By Cindy Wooden | Catholic News Service
IQALUIT, Nunavut (CNS) — On a stage designed to evoke a qammaq — a traditional Inuit summer home built of whale ribs, sod and stone — Pope Francis again apologized to the Indigenous communities of Canada for Catholics’ complicity in breaking up their families and suppressing their languages.
“I want to tell you how very sorry I am and to ask for forgiveness for the evil perpetrated by not a few Catholics” who ran the residential schools Indigenous children were forced to attend, Pope Francis said in the Canadian Arctic.
The stories told by survivors “not only cause us pain; they also create scandal,” the pope said July 29 in Iqaluit, Nunavut’s capital city.
After a flight from Quebec of just over three hours, Pope Francis was met at the Iqaluit airport by provincial and city officials, leaders of local Inuit organizations and Andre Tautu and Salome Kangok, two survivors of residential schools.
Then, going into the town, which has a population of 7,429, Pope Francis held a private meeting with more survivors at Nakasuk Elementary School. In the school gym, designed to evoke the warmth and comfort of an igloo, the pope witnessed the lighting of the qulliq — a seal-oil lamp.
Outside the school, the townspeople, Canadian church representatives and visitors gathered for a public event highlighting Inuit culture, particularly dancing and throat singing.
Addressing the gathering, Pope Francis said that listening to the survivors “renewed in me the indignation and shame that I have felt for months,” ever since survivors traveled to the Vatican in March and April to share their stories and request that Pope Francis visit Canada to apologize on their land.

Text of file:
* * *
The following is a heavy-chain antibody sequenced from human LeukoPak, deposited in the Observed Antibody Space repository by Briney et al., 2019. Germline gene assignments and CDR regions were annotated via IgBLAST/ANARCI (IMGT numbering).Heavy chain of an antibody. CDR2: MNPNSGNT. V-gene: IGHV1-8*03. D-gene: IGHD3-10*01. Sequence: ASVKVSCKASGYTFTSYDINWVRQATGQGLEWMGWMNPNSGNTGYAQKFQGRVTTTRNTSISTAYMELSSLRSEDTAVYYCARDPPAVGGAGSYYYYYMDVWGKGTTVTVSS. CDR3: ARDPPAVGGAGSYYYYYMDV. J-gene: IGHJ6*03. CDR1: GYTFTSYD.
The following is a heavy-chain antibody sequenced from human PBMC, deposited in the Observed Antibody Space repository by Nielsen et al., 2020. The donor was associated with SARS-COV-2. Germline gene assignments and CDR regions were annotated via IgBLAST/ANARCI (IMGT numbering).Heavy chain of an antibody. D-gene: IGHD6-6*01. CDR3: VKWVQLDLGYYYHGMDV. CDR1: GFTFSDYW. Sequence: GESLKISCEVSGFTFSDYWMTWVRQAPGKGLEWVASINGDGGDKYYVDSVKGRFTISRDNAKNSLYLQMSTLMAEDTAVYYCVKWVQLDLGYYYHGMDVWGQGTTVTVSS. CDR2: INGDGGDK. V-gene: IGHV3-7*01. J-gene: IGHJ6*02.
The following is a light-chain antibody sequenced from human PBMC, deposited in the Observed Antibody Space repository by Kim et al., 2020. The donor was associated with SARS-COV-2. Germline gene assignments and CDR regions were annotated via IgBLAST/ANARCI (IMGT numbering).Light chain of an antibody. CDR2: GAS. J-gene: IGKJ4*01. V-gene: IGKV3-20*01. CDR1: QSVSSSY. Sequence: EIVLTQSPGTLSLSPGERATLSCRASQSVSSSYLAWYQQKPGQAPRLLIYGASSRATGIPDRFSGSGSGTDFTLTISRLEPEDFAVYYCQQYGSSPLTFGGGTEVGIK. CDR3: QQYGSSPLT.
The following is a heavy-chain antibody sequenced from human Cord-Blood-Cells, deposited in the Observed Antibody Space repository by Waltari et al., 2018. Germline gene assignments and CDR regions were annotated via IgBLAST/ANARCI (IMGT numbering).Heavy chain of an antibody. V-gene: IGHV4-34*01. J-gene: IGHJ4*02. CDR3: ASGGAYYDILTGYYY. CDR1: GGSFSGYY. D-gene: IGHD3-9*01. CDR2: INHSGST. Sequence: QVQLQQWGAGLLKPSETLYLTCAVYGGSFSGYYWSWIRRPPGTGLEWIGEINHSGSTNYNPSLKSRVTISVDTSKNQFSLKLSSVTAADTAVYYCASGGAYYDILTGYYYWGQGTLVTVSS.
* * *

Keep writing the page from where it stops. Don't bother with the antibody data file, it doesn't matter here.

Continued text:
At the Vatican in March, Pope Francis said, an elder had described traditional Indigenous families — households of grandparents, parents and children — as being like “springtime, when young birds chirp happily around their mother. But suddenly, he said, the singing stopped: Families were broken up, and the little ones were taken away far from home. Winter fell over everything.”
As he prepared to return to Rome on an overnight flight, Pope Francis told the crowd, “We are here with the desire to pursue together a journey of healing and reconciliation that, with the help of the Creator, can help us shed light on what happened and move beyond that dark past.”
The lighting of the qulliq, he said, “remains a beautiful symbol of life, of a luminous way of living that does not yield to the darkness of the night.”